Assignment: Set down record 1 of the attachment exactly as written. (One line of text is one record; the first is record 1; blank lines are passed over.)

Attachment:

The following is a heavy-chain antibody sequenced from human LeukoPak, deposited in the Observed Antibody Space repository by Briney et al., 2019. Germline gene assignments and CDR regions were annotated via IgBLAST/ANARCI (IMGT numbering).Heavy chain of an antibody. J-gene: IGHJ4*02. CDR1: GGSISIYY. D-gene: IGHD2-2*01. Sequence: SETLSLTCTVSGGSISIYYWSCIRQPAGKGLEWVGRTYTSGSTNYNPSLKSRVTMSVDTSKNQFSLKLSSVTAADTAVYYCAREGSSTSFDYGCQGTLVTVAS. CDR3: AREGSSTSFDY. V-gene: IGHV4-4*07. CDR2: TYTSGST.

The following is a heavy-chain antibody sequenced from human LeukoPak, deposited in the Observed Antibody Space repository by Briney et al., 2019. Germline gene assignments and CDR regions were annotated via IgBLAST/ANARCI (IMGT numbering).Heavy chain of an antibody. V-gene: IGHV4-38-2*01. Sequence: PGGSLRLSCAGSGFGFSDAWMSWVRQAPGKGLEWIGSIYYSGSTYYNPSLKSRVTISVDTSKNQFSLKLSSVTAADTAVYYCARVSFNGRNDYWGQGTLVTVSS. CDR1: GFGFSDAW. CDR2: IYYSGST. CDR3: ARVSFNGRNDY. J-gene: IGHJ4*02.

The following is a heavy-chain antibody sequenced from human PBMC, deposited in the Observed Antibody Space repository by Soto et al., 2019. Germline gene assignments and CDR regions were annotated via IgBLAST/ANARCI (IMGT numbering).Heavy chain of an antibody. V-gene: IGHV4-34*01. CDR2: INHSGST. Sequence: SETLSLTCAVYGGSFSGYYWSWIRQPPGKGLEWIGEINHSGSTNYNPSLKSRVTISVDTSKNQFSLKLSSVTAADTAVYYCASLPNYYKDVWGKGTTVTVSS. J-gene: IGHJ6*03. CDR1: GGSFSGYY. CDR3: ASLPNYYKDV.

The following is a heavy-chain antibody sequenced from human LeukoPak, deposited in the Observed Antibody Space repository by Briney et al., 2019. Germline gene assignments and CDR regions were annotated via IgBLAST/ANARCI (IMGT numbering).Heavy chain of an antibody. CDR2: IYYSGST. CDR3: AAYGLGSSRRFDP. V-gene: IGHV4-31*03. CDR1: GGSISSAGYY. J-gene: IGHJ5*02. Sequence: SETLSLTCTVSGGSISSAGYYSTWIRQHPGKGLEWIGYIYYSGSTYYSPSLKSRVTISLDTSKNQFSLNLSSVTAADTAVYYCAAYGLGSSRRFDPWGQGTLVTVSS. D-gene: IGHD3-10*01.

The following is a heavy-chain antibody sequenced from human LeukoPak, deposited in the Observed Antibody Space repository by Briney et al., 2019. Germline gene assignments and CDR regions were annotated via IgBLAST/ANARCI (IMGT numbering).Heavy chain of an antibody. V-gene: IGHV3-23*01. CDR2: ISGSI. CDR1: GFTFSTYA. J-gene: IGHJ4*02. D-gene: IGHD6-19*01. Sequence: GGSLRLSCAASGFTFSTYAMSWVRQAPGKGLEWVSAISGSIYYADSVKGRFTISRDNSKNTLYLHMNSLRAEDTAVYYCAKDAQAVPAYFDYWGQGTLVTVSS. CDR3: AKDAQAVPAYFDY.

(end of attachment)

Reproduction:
The following is a heavy-chain antibody sequenced from human LeukoPak, deposited in the Observed Antibody Space repository by Briney et al., 2019. Germline gene assignments and CDR regions were annotated via IgBLAST/ANARCI (IMGT numbering).Heavy chain of an antibody. J-gene: IGHJ4*02. CDR1: GGSISIYY. D-gene: IGHD2-2*01. Sequence: SETLSLTCTVSGGSISIYYWSCIRQPAGKGLEWVGRTYTSGSTNYNPSLKSRVTMSVDTSKNQFSLKLSSVTAADTAVYYCAREGSSTSFDYGCQGTLVTVAS. CDR3: AREGSSTSFDY. V-gene: IGHV4-4*07. CDR2: TYTSGST.